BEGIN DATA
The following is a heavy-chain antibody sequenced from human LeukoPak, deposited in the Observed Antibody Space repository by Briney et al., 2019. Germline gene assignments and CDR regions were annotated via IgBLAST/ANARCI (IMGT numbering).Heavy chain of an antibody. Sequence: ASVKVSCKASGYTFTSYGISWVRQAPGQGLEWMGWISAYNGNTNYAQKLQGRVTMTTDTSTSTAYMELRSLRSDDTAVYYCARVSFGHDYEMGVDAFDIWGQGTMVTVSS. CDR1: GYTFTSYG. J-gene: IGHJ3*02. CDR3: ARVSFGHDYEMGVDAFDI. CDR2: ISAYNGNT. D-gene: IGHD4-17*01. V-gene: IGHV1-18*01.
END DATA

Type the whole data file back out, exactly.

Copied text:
The following is a heavy-chain antibody sequenced from human LeukoPak, deposited in the Observed Antibody Space repository by Briney et al., 2019. Germline gene assignments and CDR regions were annotated via IgBLAST/ANARCI (IMGT numbering).Heavy chain of an antibody. Sequence: ASVKVSCKASGYTFTSYGISWVRQAPGQGLEWMGWISAYNGNTNYAQKLQGRVTMTTDTSTSTAYMELRSLRSDDTAVYYCARVSFGHDYEMGVDAFDIWGQGTMVTVSS. CDR1: GYTFTSYG. J-gene: IGHJ3*02. CDR3: ARVSFGHDYEMGVDAFDI. CDR2: ISAYNGNT. D-gene: IGHD4-17*01. V-gene: IGHV1-18*01.